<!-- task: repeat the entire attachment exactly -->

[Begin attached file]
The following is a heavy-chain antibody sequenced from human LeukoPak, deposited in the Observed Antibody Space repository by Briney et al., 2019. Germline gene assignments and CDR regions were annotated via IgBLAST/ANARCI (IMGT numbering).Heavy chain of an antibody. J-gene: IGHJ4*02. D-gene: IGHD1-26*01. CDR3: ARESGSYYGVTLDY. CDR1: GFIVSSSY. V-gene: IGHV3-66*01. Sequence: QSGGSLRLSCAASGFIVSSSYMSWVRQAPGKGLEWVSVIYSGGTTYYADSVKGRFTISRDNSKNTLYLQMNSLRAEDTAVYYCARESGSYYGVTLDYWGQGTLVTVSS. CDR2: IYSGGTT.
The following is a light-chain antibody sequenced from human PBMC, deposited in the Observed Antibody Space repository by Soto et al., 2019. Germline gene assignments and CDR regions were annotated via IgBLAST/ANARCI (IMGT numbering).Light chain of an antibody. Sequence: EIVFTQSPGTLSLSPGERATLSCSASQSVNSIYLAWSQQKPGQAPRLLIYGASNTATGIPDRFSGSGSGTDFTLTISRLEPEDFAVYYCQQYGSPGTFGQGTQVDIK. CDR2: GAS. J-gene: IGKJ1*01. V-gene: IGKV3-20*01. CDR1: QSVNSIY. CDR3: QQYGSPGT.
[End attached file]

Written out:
The following is a heavy-chain antibody sequenced from human LeukoPak, deposited in the Observed Antibody Space repository by Briney et al., 2019. Germline gene assignments and CDR regions were annotated via IgBLAST/ANARCI (IMGT numbering).Heavy chain of an antibody. J-gene: IGHJ4*02. D-gene: IGHD1-26*01. CDR3: ARESGSYYGVTLDY. CDR1: GFIVSSSY. V-gene: IGHV3-66*01. Sequence: QSGGSLRLSCAASGFIVSSSYMSWVRQAPGKGLEWVSVIYSGGTTYYADSVKGRFTISRDNSKNTLYLQMNSLRAEDTAVYYCARESGSYYGVTLDYWGQGTLVTVSS. CDR2: IYSGGTT.
The following is a light-chain antibody sequenced from human PBMC, deposited in the Observed Antibody Space repository by Soto et al., 2019. Germline gene assignments and CDR regions were annotated via IgBLAST/ANARCI (IMGT numbering).Light chain of an antibody. Sequence: EIVFTQSPGTLSLSPGERATLSCSASQSVNSIYLAWSQQKPGQAPRLLIYGASNTATGIPDRFSGSGSGTDFTLTISRLEPEDFAVYYCQQYGSPGTFGQGTQVDIK. CDR2: GAS. J-gene: IGKJ1*01. V-gene: IGKV3-20*01. CDR1: QSVNSIY. CDR3: QQYGSPGT.